The difference between One-Leg Squats and Pistol Squats is that you can stay on higher ground with the first variation on a box and have the other leg fall as you go through the eccentric portion. With Pistols, you have to balance and coordinate as the other leg will slide forward. You do Pistols typically on the floor. Therefore, the first one may be better to contract the muscles and for hypertrophy reasons. You may also find that you can keep a better posture of your spine with the first one-leg variant, which is crucial to your health.
Use a different rep range for bodyweight squats if you want, something that suits your strength and muscular endurance level.
Split the 200 steps/reps you have to do for Crouch Walk into several sets. Your aim should be to do as many continuous reps as possible to fatigue the legs to a high degree. Within these reps, take a minimum essential pause, stretch them a little.
These calisthenics leg workouts can get monotonous at some point. I like mixing up a lot, and usually, plyometric and combinations of several leg exercises are more fun. The more dynamic the workout is in general, the more likely it is to perform at your best and find it more pleasant. That will make you come back for more and accept the leg soreness too. You do need the kind of strenuous workout I proposed initially to train your legs properly but try and focus as much as possible on dynamic bodyweight leg exercises and workouts, exactly as the one I did in the video below. It’s a functional and very dynamic bodyweight leg workout where I did combinations and circuits based on various sprints, burpees, lunges, and so on:
Can You Build Legs with Calisthenics?
You can build your legs with calisthenics very muscular, athletic, powerful, strong, and endurable to continuous and strenuous workload if you respect these principles:
- Train the legs more frequently, even more often than your upper-body.
- Include weekly plyometric bodyweight leg exercises
- You need those monotonous leg workouts too that usually focus on 1-2 exercises only.
- Include isometric exercises like when you sit in a Squat position at 90-degree and have your back lying on a wall. This exercise will also help with recovery after an incident, with a great positive impact on your knees, calves, and hamstrings.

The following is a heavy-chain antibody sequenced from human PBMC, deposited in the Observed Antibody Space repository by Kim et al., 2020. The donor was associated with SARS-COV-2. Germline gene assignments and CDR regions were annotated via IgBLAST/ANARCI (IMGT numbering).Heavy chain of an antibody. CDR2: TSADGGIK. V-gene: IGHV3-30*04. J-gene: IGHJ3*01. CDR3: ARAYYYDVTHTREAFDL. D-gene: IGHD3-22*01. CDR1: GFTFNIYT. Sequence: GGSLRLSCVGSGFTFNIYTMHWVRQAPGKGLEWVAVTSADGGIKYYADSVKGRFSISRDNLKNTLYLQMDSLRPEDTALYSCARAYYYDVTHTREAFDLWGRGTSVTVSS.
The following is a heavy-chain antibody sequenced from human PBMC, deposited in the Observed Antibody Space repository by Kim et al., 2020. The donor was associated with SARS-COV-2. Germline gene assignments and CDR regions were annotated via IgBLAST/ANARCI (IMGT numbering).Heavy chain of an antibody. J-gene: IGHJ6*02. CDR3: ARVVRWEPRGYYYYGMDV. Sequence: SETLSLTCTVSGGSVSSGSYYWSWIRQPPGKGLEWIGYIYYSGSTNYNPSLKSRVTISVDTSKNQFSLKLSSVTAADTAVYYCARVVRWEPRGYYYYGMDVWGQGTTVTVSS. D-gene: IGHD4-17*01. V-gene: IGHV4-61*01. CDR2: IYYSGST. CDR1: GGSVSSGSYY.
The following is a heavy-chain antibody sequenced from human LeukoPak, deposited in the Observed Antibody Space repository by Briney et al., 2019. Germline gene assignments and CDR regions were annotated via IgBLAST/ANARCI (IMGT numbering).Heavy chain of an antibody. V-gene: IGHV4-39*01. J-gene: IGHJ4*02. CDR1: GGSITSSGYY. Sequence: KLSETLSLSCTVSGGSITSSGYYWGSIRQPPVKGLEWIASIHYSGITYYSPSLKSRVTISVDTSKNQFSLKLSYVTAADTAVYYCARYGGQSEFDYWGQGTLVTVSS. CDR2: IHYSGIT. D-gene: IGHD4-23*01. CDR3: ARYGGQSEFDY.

- Include strength exercises like Pistols and Hill Sprints. In fact, you can also place a training partner on your shoulders and try to squat his and your own bodyweight.
- Include power leg moves too, like short sprints. However, do not forget long-distance sprints too.
- Embrace stair steps too. Find a stadium or an athletic arena and start working there with various jumps, sprints and jogs.
- Embrace sets and reps. No matter what you do, you need intensity and workload. Avoid it, and you won’t grow your legs!
I haven’t read this in a book. I found the answers through years of practice and experience and because I’ve found success with my method of training the legs. Fifteen years have taught me enough to go out there on the internet and teach you my techniques. However, this intense work leaves you kind of in a pickle with recovery, which leads you to the following dilemma to solve.
Do You Need Rest Days for Calisthenics?
Training with a high frequency will lead to overtraining, sort of speaking. If you add 2-3 upper body workouts and another 2-3 leg workouts, then it’s obvious that you’ll train 5-6 times a week. From experience, I know that only half of them can be and will be tough and hard. The others will be more relaxing as you are not a machine. This adaptation to high-intensity training and hard exercises is built throughout the years, and even professional athletes tend to do a lot of easier workouts. So do not imagine that you only need hard work.
You also need light training to focus on dynamic and plyometric exercises or where you include stretching sessions. That’s right! You need to stretch a lot if you want great results and avoid overtraining and injuries of any kind.
Therefore, include rest days, even 2-3 if needed, but what I suggest is not a complete time off, but rather an active recovery. During this time, go and hike, walk a lot, include stretching sessions and even go to sports and deep tissue massages.
How Can I Train My Legs Without Gym?
You can train your legs without a gym and weights. When you train bodyweight, there is still resistance applied, and the more creative you get on how to apply that resistance, the more you’ll benefit.
Your nervous system and muscles don’t know, and in fact, they are completely unaware if you lift heavy or perform bodyweight. They will contract and will provide the required strength for optimal performance. If the workout is tough, if the training regimen is hard, and if the program you follow is repetitive and challenging, it will toughen you up to resist and adapt. That adaptation is nothing more than new powerful muscle connections, a more responsive nervous system, better joints, more endurance, more mass, and so on. Does it make sense?
You achieve nothing with a narrowed mind. Be open when you read my articles because I added here some gold information, all for free.